2 Pro-Europe Parties Leading Ukraine Vote

2 Pro-Europe Parties Leading Ukraine Vote

KIEV, Ukraine (AP) — Two pro-European parties that campaigned for tough reforms to battle corruption shared the lead Monday after Ukraine’s parliamentary election, according to partial results.

With more than half the votes counted, Prime Minister Arseniy Yatsenyuk’s Popular Front was leading with 21.6 percent of the vote while President Petro Poroshenko’s party had captured 21.5 percent.

A recently formed pro-European party based in western Ukraine called Samopomich was running third with around 11 percent of the vote.

Negotiations on forming a broad reformist coalition are expected to begin immediately.

Sunday’s vote overhauled a parliament once dominated by loyalists of former President Viktor Yanukovych, who sparked months of protests that caused his ouster in February with a decision to deepen ties with Russia instead of the European Union.

Anti-Russian sentiment has spiked in Ukraine as the country battles separatists in the east whom many believe are supported by Moscow. Still, the Opposition Bloc, which pundits believe largely drew its support from Yanukovych’s once-ruling Party of Regions, put in a strong showing with around one-tenth of the vote.

International observers hailed the vote as a step forward in building democratic standards despite the unrest as the government battles separatists in eastern Ukraine. Kent Harstedt of the Organization for Security and Cooperation in Europe said the ballot offered voters a real choice and showed “respect for fundamental freedoms.”

Poroshenko has laid out an ambitious agenda envisioning significant changes to Ukraine’s justice system, police, tax system, defense sector and health care to be completed by 2020. Among the tougher decisions ahead will be allowing costs of basic utilities in the cash-strapped country to float in line with market demands.

While around 36 million people were registered to vote Sunday, no voting was held on the Crimean Peninsula, which was annexed by Russia in March, or in parts of Ukraine’s easternmost regions of Donetsk and Luhansk, where shelling remains a daily constant.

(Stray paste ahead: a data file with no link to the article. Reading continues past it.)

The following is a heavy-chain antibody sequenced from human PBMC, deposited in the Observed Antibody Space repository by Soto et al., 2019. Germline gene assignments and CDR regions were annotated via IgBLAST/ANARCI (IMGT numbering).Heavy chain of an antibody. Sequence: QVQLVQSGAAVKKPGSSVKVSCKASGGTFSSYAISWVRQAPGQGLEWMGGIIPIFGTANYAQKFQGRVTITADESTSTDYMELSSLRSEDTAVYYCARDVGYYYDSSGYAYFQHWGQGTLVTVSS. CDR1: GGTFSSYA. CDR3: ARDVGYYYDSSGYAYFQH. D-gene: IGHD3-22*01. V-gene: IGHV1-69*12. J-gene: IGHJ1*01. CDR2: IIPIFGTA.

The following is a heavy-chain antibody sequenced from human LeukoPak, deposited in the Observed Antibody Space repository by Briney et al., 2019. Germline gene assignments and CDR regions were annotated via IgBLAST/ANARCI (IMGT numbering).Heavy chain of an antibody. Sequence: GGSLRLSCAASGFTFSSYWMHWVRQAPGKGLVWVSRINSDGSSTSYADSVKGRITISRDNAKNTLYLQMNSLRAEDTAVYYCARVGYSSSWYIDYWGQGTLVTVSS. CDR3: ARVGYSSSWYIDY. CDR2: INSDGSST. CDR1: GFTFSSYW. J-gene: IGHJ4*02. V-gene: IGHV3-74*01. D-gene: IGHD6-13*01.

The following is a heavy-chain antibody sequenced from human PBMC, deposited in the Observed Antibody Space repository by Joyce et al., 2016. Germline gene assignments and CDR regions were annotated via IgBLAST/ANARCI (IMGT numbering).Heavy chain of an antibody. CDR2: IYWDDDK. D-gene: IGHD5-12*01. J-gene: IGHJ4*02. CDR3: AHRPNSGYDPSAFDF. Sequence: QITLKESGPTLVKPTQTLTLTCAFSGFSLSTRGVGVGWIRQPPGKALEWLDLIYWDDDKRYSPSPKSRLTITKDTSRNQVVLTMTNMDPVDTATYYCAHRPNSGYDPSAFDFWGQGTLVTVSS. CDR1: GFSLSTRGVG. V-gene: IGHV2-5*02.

The OSCE said there were few disturbances and isolated security incidents on election day. It noted, however, that the days before the vote saw instances of intimidation and the targeted destruction of some campaign property.

Anton Karpinsky, a 36-year old doctor in Kiev, said he was delighted that Ukraine will now have a pro-Western government.

“Our revolution and fight was not in vain,” Karpinsky said. “The election shows that Ukrainian sees it future in Europe and NATO, and we will get there step by step.”

Stepan Burko, a 67-year old retiree whose $140 monthly pension barely covers food bills, said difficult times remain ahead, despite Poroshenko’s efforts to radiate optimism.

“The only certain winners in Ukraine are slogans. But it is much more difficult to overcome poverty and war,” Burko said. “If it weren’t for my children’s help, I would go hungry. These are the problems the new authorities should tackle.”

Some hoped that a strong government could negotiate an end to the war.

“The main thing is to put a stop to the war. We are so tired of killings, shelling and weapons,” said Tatyana Rublevskaya, a 48-year-old shopkeeper.


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